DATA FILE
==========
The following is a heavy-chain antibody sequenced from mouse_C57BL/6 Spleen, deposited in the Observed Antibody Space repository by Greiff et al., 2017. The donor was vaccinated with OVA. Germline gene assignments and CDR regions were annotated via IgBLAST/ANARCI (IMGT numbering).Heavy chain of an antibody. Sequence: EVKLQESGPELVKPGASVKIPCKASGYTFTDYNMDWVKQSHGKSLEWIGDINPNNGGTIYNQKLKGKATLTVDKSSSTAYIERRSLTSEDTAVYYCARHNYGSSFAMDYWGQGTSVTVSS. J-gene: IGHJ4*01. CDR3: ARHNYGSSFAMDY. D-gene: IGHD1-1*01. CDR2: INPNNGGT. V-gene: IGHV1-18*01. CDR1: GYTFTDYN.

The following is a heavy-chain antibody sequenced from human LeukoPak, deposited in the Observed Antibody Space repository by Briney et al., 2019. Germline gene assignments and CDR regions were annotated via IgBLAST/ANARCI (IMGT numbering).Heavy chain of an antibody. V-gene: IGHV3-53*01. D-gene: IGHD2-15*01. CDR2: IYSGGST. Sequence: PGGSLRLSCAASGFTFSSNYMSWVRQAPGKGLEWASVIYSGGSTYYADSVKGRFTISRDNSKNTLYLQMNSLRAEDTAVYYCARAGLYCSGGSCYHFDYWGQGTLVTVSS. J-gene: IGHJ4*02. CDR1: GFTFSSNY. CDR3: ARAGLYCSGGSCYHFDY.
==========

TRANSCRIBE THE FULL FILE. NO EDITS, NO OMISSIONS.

The following is a heavy-chain antibody sequenced from mouse_C57BL/6 Spleen, deposited in the Observed Antibody Space repository by Greiff et al., 2017. The donor was vaccinated with OVA. Germline gene assignments and CDR regions were annotated via IgBLAST/ANARCI (IMGT numbering).Heavy chain of an antibody. Sequence: EVKLQESGPELVKPGASVKIPCKASGYTFTDYNMDWVKQSHGKSLEWIGDINPNNGGTIYNQKLKGKATLTVDKSSSTAYIERRSLTSEDTAVYYCARHNYGSSFAMDYWGQGTSVTVSS. J-gene: IGHJ4*01. CDR3: ARHNYGSSFAMDY. D-gene: IGHD1-1*01. CDR2: INPNNGGT. V-gene: IGHV1-18*01. CDR1: GYTFTDYN.

The following is a heavy-chain antibody sequenced from human LeukoPak, deposited in the Observed Antibody Space repository by Briney et al., 2019. Germline gene assignments and CDR regions were annotated via IgBLAST/ANARCI (IMGT numbering).Heavy chain of an antibody. V-gene: IGHV3-53*01. D-gene: IGHD2-15*01. CDR2: IYSGGST. Sequence: PGGSLRLSCAASGFTFSSNYMSWVRQAPGKGLEWASVIYSGGSTYYADSVKGRFTISRDNSKNTLYLQMNSLRAEDTAVYYCARAGLYCSGGSCYHFDYWGQGTLVTVSS. J-gene: IGHJ4*02. CDR1: GFTFSSNY. CDR3: ARAGLYCSGGSCYHFDY.